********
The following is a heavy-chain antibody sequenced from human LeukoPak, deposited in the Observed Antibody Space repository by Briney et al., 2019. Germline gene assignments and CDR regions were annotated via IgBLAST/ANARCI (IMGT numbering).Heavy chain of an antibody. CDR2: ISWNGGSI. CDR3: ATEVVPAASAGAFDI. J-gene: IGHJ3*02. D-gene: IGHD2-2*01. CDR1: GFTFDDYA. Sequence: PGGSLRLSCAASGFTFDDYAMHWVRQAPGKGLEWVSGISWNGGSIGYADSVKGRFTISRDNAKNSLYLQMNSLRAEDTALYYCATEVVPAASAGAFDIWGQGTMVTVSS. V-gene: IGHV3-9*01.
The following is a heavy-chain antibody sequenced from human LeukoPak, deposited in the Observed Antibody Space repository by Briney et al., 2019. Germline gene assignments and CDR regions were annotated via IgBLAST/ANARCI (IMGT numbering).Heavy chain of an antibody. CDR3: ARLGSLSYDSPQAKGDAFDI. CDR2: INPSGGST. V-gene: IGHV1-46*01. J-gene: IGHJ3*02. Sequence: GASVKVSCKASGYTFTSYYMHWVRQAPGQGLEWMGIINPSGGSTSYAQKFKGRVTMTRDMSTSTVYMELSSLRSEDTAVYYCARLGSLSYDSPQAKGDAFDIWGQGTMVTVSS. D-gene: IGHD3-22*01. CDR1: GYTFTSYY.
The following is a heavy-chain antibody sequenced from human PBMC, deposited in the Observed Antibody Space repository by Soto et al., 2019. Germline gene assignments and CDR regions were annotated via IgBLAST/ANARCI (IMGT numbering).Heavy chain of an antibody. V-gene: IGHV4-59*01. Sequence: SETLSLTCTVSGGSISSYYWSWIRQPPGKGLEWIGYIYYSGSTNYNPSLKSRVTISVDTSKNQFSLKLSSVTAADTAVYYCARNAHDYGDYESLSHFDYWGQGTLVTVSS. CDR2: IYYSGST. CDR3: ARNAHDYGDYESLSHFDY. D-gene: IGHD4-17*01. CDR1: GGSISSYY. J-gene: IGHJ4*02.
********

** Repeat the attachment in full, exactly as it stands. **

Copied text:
The following is a heavy-chain antibody sequenced from human LeukoPak, deposited in the Observed Antibody Space repository by Briney et al., 2019. Germline gene assignments and CDR regions were annotated via IgBLAST/ANARCI (IMGT numbering).Heavy chain of an antibody. CDR2: ISWNGGSI. CDR3: ATEVVPAASAGAFDI. J-gene: IGHJ3*02. D-gene: IGHD2-2*01. CDR1: GFTFDDYA. Sequence: PGGSLRLSCAASGFTFDDYAMHWVRQAPGKGLEWVSGISWNGGSIGYADSVKGRFTISRDNAKNSLYLQMNSLRAEDTALYYCATEVVPAASAGAFDIWGQGTMVTVSS. V-gene: IGHV3-9*01.
The following is a heavy-chain antibody sequenced from human LeukoPak, deposited in the Observed Antibody Space repository by Briney et al., 2019. Germline gene assignments and CDR regions were annotated via IgBLAST/ANARCI (IMGT numbering).Heavy chain of an antibody. CDR3: ARLGSLSYDSPQAKGDAFDI. CDR2: INPSGGST. V-gene: IGHV1-46*01. J-gene: IGHJ3*02. Sequence: GASVKVSCKASGYTFTSYYMHWVRQAPGQGLEWMGIINPSGGSTSYAQKFKGRVTMTRDMSTSTVYMELSSLRSEDTAVYYCARLGSLSYDSPQAKGDAFDIWGQGTMVTVSS. D-gene: IGHD3-22*01. CDR1: GYTFTSYY.
The following is a heavy-chain antibody sequenced from human PBMC, deposited in the Observed Antibody Space repository by Soto et al., 2019. Germline gene assignments and CDR regions were annotated via IgBLAST/ANARCI (IMGT numbering).Heavy chain of an antibody. V-gene: IGHV4-59*01. Sequence: SETLSLTCTVSGGSISSYYWSWIRQPPGKGLEWIGYIYYSGSTNYNPSLKSRVTISVDTSKNQFSLKLSSVTAADTAVYYCARNAHDYGDYESLSHFDYWGQGTLVTVSS. CDR2: IYYSGST. CDR3: ARNAHDYGDYESLSHFDY. D-gene: IGHD4-17*01. CDR1: GGSISSYY. J-gene: IGHJ4*02.